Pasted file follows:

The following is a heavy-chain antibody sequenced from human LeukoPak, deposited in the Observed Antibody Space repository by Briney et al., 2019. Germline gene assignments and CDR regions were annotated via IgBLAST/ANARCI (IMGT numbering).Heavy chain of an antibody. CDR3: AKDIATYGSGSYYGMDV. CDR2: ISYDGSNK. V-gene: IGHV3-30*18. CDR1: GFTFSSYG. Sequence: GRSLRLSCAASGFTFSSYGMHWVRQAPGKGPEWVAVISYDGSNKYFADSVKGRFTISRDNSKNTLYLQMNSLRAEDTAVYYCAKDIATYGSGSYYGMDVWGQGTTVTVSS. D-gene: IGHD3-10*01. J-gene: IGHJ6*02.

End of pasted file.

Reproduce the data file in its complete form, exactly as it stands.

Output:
The following is a heavy-chain antibody sequenced from human LeukoPak, deposited in the Observed Antibody Space repository by Briney et al., 2019. Germline gene assignments and CDR regions were annotated via IgBLAST/ANARCI (IMGT numbering).Heavy chain of an antibody. CDR3: AKDIATYGSGSYYGMDV. CDR2: ISYDGSNK. V-gene: IGHV3-30*18. CDR1: GFTFSSYG. Sequence: GRSLRLSCAASGFTFSSYGMHWVRQAPGKGPEWVAVISYDGSNKYFADSVKGRFTISRDNSKNTLYLQMNSLRAEDTAVYYCAKDIATYGSGSYYGMDVWGQGTTVTVSS. D-gene: IGHD3-10*01. J-gene: IGHJ6*02.